Tuesday, 20 September 2016

Crawljammer #5

Crawljammer #5 is written by Tim Callahan and Sean Ellis, and published by Moon Dice Games. This issue focuses on the gods of the Crawljammer setting. Within, we find:

Welcome to the New Space Gods

Following up on his article about the Metaphysics of the Crawljammer setting in Issue #4, Tim Callahan now supplies a brief introduction to the new space gods, including their apotheosis from adventurers, and a note on the first and second generations of elder space gods.

Sister Ultiva, Goddess of Vengeance

This is the first of the new space gods, written by Tim Callahan, and given the full patron treatment. All of the new space gods in this issue are completely kitted out as patrons, ready for your technomancers to bond with.

This almost guarantees that the material will see use in play - if your PCs don't care about the God of Scientific Slaughter, their foes might! In addition, there is a class in this issue that makes use of the full patron format.

"Once the romantic partner of the thief Sperato, Sister Ultiva ascended to godhood over a thousand years ago after fulfilling a pact with both the god of light Hyperlux and the god of darkness Atronox. Some say she braved the depths of the Abyss itself to retrieve the Heart of the Forgotten Sun, while others say she foiled a potentially cataclysmic uprising of lizardmen alchemists on Jupiter who had attempted to overthrow the natural order of the universe. In her final days as a human, Sister Ultiva was cursed by the warlocks of Zeddix and turned into an abominable creature with four arms. As a goddess, she embraces her multi-armed form and seeks vengeance against those who betray their sworn duties."

As the excerpted bit shows, there is a fair amount of both flavor and useful information in the write-ups. A cleric dedicated to Sister Ultiva not only has some history to reference, but knows that the warlocks of Zeddix are her enemies, and that the lizardmen of Jupiter might take a disliking to those wearing her holy symbol. Her relationship to some of the other gods is made clear, as is the importance of sworn duties to her and her followers. There is plenty here to offer the prospective judge or a player hooks for role-playing.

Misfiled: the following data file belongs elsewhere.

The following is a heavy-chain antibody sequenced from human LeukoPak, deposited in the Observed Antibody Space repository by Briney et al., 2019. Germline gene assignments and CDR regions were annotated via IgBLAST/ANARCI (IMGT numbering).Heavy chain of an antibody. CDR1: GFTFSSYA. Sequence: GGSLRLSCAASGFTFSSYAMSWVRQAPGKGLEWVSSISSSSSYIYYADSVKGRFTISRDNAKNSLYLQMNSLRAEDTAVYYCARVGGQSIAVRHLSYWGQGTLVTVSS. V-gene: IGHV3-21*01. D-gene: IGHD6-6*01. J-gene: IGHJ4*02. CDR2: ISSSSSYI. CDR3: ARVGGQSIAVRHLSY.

Sperato, God of Hope

"Known formerly as Sperato the delver, Sperato the shadow-hidden, and Sperato of the twenty-seven mysteries, this diminutive thief turned-diety was betrayed by his beloved Sister Ultiva on the steps of the Ossuary of Zeddix and left to die. But the plucky Sperato survived, nursed back to health over twelve long months by the troglodytic fungoids of the bone forest, and this mischievous former adventurer dedicated his remaining years to teaching the primitives of the misbegotten lands, where he developed a massive following of the unloved, the deformed, and the abandoned."

Written by Tim Callahan.

Garun, God of Scientific Slaughter

"Ten millennia ago, war was a straightforward matter: tribes would clash and the strongest survived. As war continued, complex technologies and strategies emerged as a deciding factor. Wars evolved to the point that they could be won from distant shores with unmanned craft and remotely-guided artifacts destroying an enemy that the victor would never actually face. This method of efficient slaughter is the love of Garun, the commander, the warrior king of ancient Mars. Though his pantheon may sound murderous, he also represents a desire to protect one’s own people from the weapons of the enemy."